Single cell sequencing is a powerful tool in the fields of stem cell biology and neuroscience. Single cell sequencing allows classification of cell types and subtypes in the CNS at the transcriptome level, which can help to solve the mystery of the heterogeneity and complex function of the nervous system and uncover mechanisms of brain formation at different developmental stages. Single cell sequencing also helps to understand the molecular relationship between disease status and cellular response and reveals specific neuronal cell types in association with different neurological diseases.

Technically, though single cell sequencing provides useful information on gene expression in individual cells, it has relatively low detection efficiencies and requires cells to be removed from their native environment, resulting in the loss of spatial information [84]. Thus, in situ single cell sequencing is a method to overcome these drawbacks [8486].

Moreover, future development of single cell sequencing should aim to be more refined, high-throughput, economical, and easier to handle in standard research and clinical laboratories. Nevertheless, single cell sequencing has opened a new frontier to classify distinct cell types, identify new biomarkers, and reveal novel mechanisms of CNS development, function, and disorders. Single cell sequencing is becoming a valuable and unique tool in addition to classic morphological methods and conventional cellular and molecular approaches.

Abbreviations

aRGC: 

Apical radial glia cell

BC: 

Bipolar cell

bRGC: 

Basal radial glia cell

CNS: 

Central nervous system

CNV: 

Copy-number variant

DOP-PCR: 

Degenerate oligonucleotide-primed PCR

eNGC: 

Elongated neurogliaform cell

FACS: 

Fluorescence-activated cell sorting

FRISCR: 

Fixed and recovered intact single cell RNA

GEM: 

Gel bead in emulsion

GW: 

Gestational week

hESC: 

Human embryonic stem cell

IPC: 

Intermediate progenitor cell

iPSC: 

Induced pluripotent stem cell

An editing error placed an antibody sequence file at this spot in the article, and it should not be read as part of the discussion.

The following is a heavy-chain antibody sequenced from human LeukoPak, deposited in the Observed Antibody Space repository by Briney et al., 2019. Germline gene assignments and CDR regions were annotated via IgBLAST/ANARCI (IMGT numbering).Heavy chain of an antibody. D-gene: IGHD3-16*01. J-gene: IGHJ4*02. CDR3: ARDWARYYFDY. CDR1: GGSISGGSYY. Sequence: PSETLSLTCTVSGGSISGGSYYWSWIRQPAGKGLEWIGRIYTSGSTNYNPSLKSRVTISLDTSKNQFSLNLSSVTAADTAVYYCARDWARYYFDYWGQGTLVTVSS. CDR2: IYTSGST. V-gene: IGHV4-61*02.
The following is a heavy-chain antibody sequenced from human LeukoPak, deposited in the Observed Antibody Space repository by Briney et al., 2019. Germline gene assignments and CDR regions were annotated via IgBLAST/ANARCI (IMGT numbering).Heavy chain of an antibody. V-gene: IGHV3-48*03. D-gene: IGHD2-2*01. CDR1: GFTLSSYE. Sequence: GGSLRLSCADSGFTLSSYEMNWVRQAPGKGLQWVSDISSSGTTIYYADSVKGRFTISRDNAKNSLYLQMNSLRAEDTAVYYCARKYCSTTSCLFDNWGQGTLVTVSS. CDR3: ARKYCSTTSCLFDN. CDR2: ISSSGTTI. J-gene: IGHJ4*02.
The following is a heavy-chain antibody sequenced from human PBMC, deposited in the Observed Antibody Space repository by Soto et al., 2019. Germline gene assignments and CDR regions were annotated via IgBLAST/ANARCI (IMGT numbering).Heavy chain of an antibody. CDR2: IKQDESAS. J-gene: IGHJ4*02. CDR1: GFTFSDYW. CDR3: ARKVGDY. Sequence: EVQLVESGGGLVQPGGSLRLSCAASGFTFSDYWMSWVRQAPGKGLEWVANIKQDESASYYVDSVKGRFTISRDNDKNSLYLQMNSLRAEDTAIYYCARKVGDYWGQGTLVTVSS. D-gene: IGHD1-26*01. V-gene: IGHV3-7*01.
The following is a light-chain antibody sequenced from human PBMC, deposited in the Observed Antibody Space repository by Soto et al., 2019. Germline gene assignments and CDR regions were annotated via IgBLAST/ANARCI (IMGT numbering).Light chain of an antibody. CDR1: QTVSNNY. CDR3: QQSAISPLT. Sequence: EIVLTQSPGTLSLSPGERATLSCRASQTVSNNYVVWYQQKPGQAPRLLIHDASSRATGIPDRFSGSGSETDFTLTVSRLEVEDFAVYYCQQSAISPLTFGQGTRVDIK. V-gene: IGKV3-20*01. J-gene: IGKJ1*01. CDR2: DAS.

IVT: 

In vitro transcription

LCM: 

Laser capture microdissection

LIANTI: 

Linear amplification via transposon insertion

MALBAC: 

Multiple annealing and looping base amplification cycles

MDA: 

Multiple displacement amplification

MMLV: 

Moloney murine leukemia virus

NGS: 

Next-generation sequencing

NPCs: 

Neural progenitor cells

Olfr: 

Olfactory receptor gene

OSNs: 

Olfactory sensory neurons

OSVZ: 

Outer subventricular zone

PCA: 

Principle component analysis

PFC: 

Prefrontal cortex cell

RGC: 

Radial glia cell

SBC: 

Single bouquet cell

SNES: 

Single nucleus exome sequencing

SPLiT-seq: 

Split-pool ligation-based transcriptome sequencing

UMI: 

Unique molecular identifier

VZ: 

Ventricular zone

WGA: 

Whole-genome amplification

WTA: 

Whole-transcription amplification

Declarations

Acknowledgements

We thank members of the Sun laboratory for their valuable discussions and advice.

Funding

This work was supported by the subsidized Project for Postgraduates’ Innovative Fund in Scientific Research of Huaqiao University (Z.Z.), an R01-MH083680 grant from the NIH/NIMH (T. S.), the China Postdoctoral Science Foundation (2017 M622053), and National Natural Science Foundation of China (81471152, 31771141, and 81701132).

Availability of data and materials

Data sharing is not applicable to this article as no datasets were generated or analyzed during the current study.

Authors’ contributions

ZZ and TS wrote the manuscript, NM revised the paper, TS conceived of the study. All authors read and approved the final manuscript.

Ethics approval and consent to participate

Not applicable.

Consent for publication

Not applicable.

Competing interests

The authors declare that they have no competing interests.

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Authors’ Affiliations

(1)
Center for Precision Medicine, School of Medicine and School of Biomedical Sciences, Huaqiao University, Xiamen, Fujian, 361021, China
(2)
Department of Cell and Developmental Biology, Cornell University Weill Medical College, 1300 York Avenue, Box 60, New York, NY 10065, USA